In many places, we sampled local populations of the organ pipe cactus. On each individual we measured height and width, number of branches, length of the spines, number and size of the ribs—the accordion shaped folds characteristic of columnar cacti—were measured. We also took a sample of tissue to extract DNA and then compare their genetic similarity (or dissimilarity) with samples from other locations along the way. Our working hypothesis rests on the argument that peninsular populations closest to the region of the large islands of the Gulf of California (Isla Tiburón, Isla San Esteban, Isla Partida, etc.) are more similar to each other than more distant populations. The islands are stepping stones that allow the passage of plants and animals from the mainland to the peninsula (or vice versa). If diffusion of genes occurs, populations will be more and more different as the distance increases to the south or to the north of this region.
This possible differentiation between populations can occur because pollinators and seed dispersers—the lesser long-nosed bats (Leptonycteris yerbabuenae)—travel after a complex migration that leads from the mountains of the Sierra Madre to the desert plains, and then across the Gulf. The bats carry pollen and seeds directionally between populations leaving genetic patterns printed in what biologists call “gene flow”. The strength of gene flow allows us to reconstruct the evolutionary history of this species and the relatedness among populations—the genetic distance. The other possible scenario is that organ pipe cactus populations separated long time ago when the Gulf of California was created through tectonic processes, and since then both lineages were separated in a process known as vicariance. The search of geographical barriers and the morphological variation in our populations led us to lengthy and friendly discussions that we ended measuring not in clock time, but in car mileage and number of visited localities.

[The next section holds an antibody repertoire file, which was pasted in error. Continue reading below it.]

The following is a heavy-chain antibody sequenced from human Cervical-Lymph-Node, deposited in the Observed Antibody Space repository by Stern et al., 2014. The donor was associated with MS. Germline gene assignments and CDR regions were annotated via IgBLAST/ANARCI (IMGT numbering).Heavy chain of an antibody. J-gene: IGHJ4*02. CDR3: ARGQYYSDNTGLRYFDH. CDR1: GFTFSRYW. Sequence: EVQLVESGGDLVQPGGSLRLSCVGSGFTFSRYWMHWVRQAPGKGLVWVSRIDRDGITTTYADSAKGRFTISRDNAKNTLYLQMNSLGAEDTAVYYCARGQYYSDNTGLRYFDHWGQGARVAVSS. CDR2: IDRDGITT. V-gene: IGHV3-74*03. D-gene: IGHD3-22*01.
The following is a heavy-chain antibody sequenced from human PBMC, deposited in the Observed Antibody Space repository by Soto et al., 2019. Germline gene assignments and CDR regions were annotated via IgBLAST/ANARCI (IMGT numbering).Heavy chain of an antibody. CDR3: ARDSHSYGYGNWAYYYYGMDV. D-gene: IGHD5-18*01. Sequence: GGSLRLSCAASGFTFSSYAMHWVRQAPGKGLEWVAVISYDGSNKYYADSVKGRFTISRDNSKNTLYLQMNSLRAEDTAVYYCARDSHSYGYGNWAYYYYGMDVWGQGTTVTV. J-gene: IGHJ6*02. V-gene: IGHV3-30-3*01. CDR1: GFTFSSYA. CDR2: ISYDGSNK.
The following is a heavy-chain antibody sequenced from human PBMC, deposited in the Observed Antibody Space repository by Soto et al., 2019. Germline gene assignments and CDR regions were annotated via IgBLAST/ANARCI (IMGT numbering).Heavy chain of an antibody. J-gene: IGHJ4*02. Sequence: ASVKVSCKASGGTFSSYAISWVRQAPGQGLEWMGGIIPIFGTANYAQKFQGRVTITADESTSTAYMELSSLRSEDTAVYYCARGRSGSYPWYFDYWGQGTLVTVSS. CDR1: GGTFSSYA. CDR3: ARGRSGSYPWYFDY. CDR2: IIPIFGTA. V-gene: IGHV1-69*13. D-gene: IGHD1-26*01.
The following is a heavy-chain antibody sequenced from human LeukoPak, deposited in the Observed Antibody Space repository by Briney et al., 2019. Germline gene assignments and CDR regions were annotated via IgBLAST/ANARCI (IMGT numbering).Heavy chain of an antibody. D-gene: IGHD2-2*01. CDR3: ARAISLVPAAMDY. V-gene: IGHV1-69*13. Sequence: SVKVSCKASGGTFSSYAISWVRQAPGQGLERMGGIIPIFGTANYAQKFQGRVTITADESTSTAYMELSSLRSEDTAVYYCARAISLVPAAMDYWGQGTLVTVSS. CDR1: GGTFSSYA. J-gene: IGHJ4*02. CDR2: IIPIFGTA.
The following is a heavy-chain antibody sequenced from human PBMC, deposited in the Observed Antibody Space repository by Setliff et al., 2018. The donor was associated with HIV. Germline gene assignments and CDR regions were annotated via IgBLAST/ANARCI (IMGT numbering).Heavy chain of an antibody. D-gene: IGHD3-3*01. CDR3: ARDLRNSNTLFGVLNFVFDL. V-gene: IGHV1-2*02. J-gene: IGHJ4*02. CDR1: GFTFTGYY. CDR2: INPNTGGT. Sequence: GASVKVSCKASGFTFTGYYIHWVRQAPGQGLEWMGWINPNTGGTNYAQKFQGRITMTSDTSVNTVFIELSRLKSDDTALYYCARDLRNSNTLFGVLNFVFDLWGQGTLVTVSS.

Wonderful things happened during our trip. We found extraordinary landscapes, and we witnessed marked transitions of vegetation types. We moved from organ pipe populations with a heavy load of lichens near the cold and windy shores of the Pacific Ocean, to populations in the dry and warm locations near the Sea of Cortez. The discovery and excitement of academic debate on the side of the road and the feeling of sublime nature in the unspoiled landscape were as important as the biological richness of the places we visited. These will provide material for a future account of our adventures and will form the basis of the results that will tell us about the story of genes of the organ pipe cactus catching a ride on the wings of the bat migration across the Gulf of California.